System administrators can optimize the performance of a system by adjusting various device settings based on a variety of use case workloads. The tuned daemon applies tuning adjustments both statically and dynamically, using tuning profiles that reflect particular workload requirements.
Configuring Static Tuning
The tuned daemon applies system settings when the service starts or upon the selection of a new tuning profile. Static tuning configures predefined kernel parameters in profiles that tuned applies at runtime. With static tuning, kernel parameters are set for overall performance expectations and are not adjusted as activity levels change.
Configuring Dynamic Tuning
With dynamic tuning, the tuned daemon monitors system activity and adjusts settings depending on runtime behavior changes. Dynamic tuning is continuously adjusting the tuning to fit the current workload, starting with the initial settings declared in the chosen tuning profile.
For example, storage devices experience high use during startup and login but have minimal activity when user workloads consist of using web browsers and email clients. Similarly, CPU and network devices experience activity increases during peak usage throughout a workday. The tuned daemon monitors the activity of these components and adjusts parameter settings to maximize performance during high-activity times and reduce settings during low activity. The tuned daemon uses performance parameters provided in predefined tuning profiles.
Installing and Enabling tuned
A minimal CentOS/RHEL 8 installation includes and enables the tuned package by default. To install and enable the package manually:
[root@host ~]$ yum install tuned [root@host ~]$ systemctl enable --now tuned Created symlink /etc/systemd/system/multi-user.target.wants/tuned.service → /usr/lib/systemd/system/tuned.service.
Selecting a Tuning Profile
The Tuned application provides profiles divided into the following categories:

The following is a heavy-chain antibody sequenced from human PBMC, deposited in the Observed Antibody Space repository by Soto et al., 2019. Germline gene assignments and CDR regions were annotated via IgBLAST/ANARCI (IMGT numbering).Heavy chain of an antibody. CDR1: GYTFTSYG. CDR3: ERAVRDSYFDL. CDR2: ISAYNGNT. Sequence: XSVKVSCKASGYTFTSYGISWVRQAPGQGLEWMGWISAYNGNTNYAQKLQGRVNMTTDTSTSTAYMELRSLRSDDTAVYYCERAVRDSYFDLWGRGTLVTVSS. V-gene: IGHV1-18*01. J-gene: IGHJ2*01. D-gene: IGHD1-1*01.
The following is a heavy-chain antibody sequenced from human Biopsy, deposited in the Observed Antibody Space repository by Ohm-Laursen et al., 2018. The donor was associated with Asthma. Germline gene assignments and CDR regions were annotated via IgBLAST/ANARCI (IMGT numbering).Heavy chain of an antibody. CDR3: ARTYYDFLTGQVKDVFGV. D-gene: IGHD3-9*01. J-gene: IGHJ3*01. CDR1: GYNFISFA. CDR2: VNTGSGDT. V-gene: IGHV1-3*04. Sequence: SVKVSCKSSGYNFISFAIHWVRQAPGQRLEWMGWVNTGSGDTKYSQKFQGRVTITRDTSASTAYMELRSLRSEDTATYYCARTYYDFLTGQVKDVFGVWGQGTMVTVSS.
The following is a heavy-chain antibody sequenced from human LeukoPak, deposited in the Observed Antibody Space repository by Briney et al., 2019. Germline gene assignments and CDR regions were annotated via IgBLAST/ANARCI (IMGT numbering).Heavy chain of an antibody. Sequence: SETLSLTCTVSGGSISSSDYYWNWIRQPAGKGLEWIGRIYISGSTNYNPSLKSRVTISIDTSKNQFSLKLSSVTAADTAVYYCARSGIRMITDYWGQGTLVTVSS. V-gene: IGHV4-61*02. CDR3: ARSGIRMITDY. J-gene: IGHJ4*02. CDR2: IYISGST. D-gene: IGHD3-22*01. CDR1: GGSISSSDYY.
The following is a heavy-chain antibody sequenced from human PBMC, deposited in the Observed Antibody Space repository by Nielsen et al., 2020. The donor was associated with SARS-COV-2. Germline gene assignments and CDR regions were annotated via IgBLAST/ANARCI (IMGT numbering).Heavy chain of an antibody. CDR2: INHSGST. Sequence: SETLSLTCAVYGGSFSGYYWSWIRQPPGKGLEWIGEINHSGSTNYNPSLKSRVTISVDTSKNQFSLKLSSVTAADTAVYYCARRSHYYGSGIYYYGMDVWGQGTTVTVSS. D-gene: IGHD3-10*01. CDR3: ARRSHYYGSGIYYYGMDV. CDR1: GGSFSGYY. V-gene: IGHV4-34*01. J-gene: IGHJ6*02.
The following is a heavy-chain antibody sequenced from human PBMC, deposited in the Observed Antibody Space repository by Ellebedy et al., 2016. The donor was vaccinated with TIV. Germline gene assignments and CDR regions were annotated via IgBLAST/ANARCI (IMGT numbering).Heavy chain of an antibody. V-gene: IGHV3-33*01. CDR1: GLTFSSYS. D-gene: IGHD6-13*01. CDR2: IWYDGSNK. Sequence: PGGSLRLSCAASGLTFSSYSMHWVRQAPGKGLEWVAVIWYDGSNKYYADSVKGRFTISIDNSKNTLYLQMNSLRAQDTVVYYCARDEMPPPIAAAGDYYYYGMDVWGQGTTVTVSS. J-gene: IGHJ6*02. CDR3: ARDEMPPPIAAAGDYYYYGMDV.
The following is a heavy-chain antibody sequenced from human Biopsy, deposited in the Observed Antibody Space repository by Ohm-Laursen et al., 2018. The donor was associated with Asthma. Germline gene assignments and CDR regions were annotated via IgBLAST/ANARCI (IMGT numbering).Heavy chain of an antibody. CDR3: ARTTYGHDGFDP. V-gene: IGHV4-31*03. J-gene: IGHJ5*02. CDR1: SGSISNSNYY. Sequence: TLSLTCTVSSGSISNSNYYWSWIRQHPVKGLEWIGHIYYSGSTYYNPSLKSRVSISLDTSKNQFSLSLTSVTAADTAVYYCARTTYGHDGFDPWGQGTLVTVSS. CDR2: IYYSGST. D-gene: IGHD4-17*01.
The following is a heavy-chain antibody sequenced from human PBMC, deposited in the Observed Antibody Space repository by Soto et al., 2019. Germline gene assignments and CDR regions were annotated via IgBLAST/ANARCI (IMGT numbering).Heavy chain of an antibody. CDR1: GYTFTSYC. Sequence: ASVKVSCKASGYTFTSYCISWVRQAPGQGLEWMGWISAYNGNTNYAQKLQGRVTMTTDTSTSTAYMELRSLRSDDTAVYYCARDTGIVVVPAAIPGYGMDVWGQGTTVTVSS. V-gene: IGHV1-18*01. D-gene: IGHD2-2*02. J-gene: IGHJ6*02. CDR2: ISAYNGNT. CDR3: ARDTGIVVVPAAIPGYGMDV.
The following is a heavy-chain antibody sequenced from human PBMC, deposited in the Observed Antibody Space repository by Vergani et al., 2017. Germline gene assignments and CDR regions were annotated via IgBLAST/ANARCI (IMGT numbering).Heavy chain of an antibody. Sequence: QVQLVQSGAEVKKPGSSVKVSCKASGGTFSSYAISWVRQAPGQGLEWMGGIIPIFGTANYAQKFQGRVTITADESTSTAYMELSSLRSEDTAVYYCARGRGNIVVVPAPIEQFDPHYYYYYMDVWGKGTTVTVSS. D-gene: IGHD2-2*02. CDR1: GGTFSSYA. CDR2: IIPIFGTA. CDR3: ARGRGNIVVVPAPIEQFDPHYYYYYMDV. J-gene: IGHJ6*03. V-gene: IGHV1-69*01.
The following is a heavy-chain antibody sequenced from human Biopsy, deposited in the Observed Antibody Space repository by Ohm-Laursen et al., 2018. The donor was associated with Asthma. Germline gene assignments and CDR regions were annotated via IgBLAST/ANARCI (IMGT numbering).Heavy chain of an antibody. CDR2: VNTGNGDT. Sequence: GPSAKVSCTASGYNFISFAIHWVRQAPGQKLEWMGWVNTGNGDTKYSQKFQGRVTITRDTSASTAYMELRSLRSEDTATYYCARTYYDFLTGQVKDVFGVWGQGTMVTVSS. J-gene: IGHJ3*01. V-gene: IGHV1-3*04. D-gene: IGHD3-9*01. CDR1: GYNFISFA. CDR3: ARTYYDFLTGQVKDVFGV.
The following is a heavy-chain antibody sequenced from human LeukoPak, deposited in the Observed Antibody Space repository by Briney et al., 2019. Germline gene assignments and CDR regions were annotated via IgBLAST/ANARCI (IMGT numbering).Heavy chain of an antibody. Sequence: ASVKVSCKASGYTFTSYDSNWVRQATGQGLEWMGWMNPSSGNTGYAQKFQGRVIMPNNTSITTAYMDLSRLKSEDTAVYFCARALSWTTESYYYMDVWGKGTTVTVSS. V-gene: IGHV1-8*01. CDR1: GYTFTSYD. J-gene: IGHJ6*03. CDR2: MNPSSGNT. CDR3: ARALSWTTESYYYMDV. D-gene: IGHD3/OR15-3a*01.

- Power-saving profiles
- Performance-boosting profiles
The performance-boosting profiles include profiles that focus on the following aspects:
- Low latency for storage and network
- High throughput for storage and network
- Virtual machine performance
- Virtualization host performance
Tuning Profiles Distributed with CentOS/RHEL 8
|balanced||Ideal for systems that require a compromise between power saving and performance.|
|desktop||Derived from the balanced profile. Provides faster response of interactive applications.|
|throughput-performance||Tunes the system for maximum throughput.|
|latency-performance||Ideal for server systems that require low latency at the expense of power consumption.|
|network-latency||Derived from the latency-performance profile. It enables additional network tuning parameters to provide low network latency.|
|network-throughput||Derived from the throughput-performance profile. Additional network tuning parameters are applied for maximum network throughput.|
|powersave||Tunes the system for maximum power saving.|
|oracle||Optimized for Oracle database loads based on the throughput-performance profile.|
|virtual-guest||Tunes the system for maximum performance if it runs on a virtual machine.|
|virtual-host||Tunes the system for maximum performance if it acts as a host for virtual machines.|
Managing Profiles from the Command Line
The tuned-adm command is used to change settings of the tuned daemon. The tuned-adm command can query current settings, list available profiles, recommend a tuning profile for the system, change profiles directly, or turn off tuning.
A system administrator identifies the currently active tuning profile with tuned-adm active.
[root@host ~]# tuned-adm active Current active profile: virtual-guest
The tuned-adm list command lists all available tuning profiles, including both built-in profiles and custom tuning profiles created by a system administrator.
[root@host ~]# tuned-adm list Available profiles: - balanced - desktop - latency-performance - network-latency - network-throughput - powersave - sap - throughput-performance - virtual-guest - virtual-host Current active profile: virtual-guest
Use tuned-adm profile profilename to switch the active profile to a different one that better matches the system’s current tuning requirements.
[root@host ~]$ tuned-adm recommend virtual-guest
To revert the setting changes made by the current profile, either switch to another profile or deactivate the tuned daemon. Turn off tuned tuning activity with tuned-adm off.
[root@host ~]$ tuned-adm off [root@host ~]$ tuned-adm active No current active profile.